Policy Statement on Address Space Allocations

Noel Chiappa jnc at ginger.lcs.mit.edu
Wed Jan 31 19:09:39 UTC 1996

    From: Vadim Antonov <avg at sprint.net>

    BTW, "settlements for routes" is a rather interesting thing. Imagine,
    say, Sprint peering with Joe Blow Internet-And-Burgers.  Let's assume that
    route costs $100/yr, so Sprint pays $1M/yr to JBIB and JBIB pays back
    $300/yr.  Sounds like a good business for JBIB :)

That why I've always thought that *iff* we have route charging (not sure it's
a practical solution, but I think about it), the charge should be based on the
*scope* of the advertisement. A route that has to be advertised globally thus
costs more.

In this case, "Sprint" would pay JBIB a routing fee based on the size of JBIB
times the number of routes Sprint injects. JBIB's fee would be the sum of {
for each route JBIB injects, the sum of the routing fees to carry that route
everywhere it goes in the 'Net }. (Presumably Sprint will have a charge based
on the size of its net, etc, etc.) On average, if JBIB is injecting a small
number of routes, this work out close to a wash (small no of routes time large
scale being about equal to large numebr of routes over small scope)

This is an ideal model, in practise it could well be too complex, but it's
useful to think about.

    The better idea is auctioning and trading the routing slots, though it is
    unclear where the proceeds from the initial auction should go

This assume that all slots are global in scope. This is unlikely to be the
case. My suggestion was that each ISP auction all the slots in its routers,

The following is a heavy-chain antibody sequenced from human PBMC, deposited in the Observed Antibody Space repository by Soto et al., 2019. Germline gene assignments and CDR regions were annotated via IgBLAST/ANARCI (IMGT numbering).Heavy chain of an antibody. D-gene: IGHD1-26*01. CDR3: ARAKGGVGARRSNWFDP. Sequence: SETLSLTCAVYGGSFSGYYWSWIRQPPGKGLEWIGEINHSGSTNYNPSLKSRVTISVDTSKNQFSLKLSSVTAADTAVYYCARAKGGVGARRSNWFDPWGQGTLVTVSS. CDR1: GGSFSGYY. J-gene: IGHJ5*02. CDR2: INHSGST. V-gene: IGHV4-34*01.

the money going to the ISP. This produces (in practise) the system above,
where the cost of a route is related to the scope over which it is advertised.

This has a number of interesting long-term stabilization properties. If the
number of routes grows too fast (i.e faster than technology) it will cause the
cost of routes to go up, producing back-pressure to rearrange addresses so
that we can do the same job with less routes. Also, if a key ISP doesn't
provide enough routing slots, or gouges people for them, in either case
driving up the price, that will increase the cost of using that ISP, and a
competitor can snarf the business.

    I don't know what you make of it, but i think that sucks a lot more than
    the zero-sum model we have now.

Well, it's certainly more complex, and maybe unworkably complex.

On the other hand, if there is a problem, *something* that can handle it will
evolve one way or the other. If community pressure on people to be good about
routes won't do it, life suggests that some other means, a combination of
legal and commercial (since that is how we allocate scarce resources in this
world, which is what routing slots will be), will arrive.


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